When an account on a particular Mac is enabled for FileVault 2, the account’s password is used to generate an key which can be used to unlock the encrypted Core Storage volume that FileVault 2 sets up on the Mac. When the password for the enabled account gets changed, the password and its associated key are updated by first requesting the previous password (and its associated key) to authenticate the change to the new password and associated key.

Assuming that the old password is provided as part of the password change process, no problem. However, if the old password is not provided as part of the password change process, the new password does not get an associated key to unlock FileVault 2 because the old password’s key was not invoked to authorize the change to a new key. The result of this is that the new password can be used to log into the OS and provide whatever password authorization duties are needed for the OS, but you still need the account’s old password to log into the Mac at the FileVault 2 login screen.

The usual fix for this situation is to run the following commands with root privileges:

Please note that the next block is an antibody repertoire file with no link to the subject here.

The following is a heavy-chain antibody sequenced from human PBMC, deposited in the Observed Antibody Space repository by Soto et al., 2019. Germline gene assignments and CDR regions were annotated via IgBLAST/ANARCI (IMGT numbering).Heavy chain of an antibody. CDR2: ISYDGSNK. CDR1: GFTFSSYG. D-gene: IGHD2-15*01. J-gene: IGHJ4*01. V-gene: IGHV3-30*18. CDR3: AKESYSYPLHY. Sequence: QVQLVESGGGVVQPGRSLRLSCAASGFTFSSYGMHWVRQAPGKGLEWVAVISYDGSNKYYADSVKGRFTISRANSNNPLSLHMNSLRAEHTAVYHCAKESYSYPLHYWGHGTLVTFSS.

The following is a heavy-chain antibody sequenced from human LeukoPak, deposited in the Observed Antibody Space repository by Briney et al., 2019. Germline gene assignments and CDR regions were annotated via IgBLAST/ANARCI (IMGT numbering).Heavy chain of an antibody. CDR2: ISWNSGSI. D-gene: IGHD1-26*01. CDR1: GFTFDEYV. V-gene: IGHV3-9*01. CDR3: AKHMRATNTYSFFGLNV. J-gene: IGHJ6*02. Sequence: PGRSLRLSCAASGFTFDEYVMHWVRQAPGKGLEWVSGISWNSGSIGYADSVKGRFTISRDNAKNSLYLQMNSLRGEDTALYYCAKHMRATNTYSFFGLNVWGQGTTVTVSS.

1. Remove the user from the list of FileVault 2-enabled accounts

fdesetup remove -user username_goes_here

Figure 25 Using fdesetup remove with username


2. Add the user back to the list of FileVault 2-enabled accounts

fdesetup add -usertoadd username_goes_here

Figure 21 Using fdesetup add usertoadd to enable additional accounts


When the account is re-enabled using the fdesetup add -usertoadd command, a new key is set up for the user and the passwords are back in sync. However, there are two drawbacks to this approach if a Mac admin wants to automate this:

  • You need to provide the password in a non-encrypted format of the account being enabled.
  • You need to provide in a non-encrypted format either a recovery key or the password of another FV 2-enabled account on the Mac.

In short, the passwords and/or recovery key used to remove and re-enable the account in question need to be provided “in the clear”, where anyone successfully intercepting the passwords will be able to read them.

Fortunately, for those Mac admins who have a way to capture and escrow FileVault 2 personal recovery keys, there is an alternative to enabling the local admin account. For more details, see below the jump.

Read more…

Using Disk Utility on macOS Sierra to unlock FileVault 2-encrypted boot drives

October 11, 2016 3 comments

Starting in OS X El Capitan, Apple overhauled Disk Utility’s various functions to add new features and remove others. As of macOS Sierra, it appeared at first that the abilities to unlock or decrypt a FileVault 2-encrypted drive had both been removed from Disk Utility. After some investigation though, it looks like the ability to decrypt has been removed, but you can still unlock using Sierra’s Disk Utility. For more details, see below the jump.

Read more…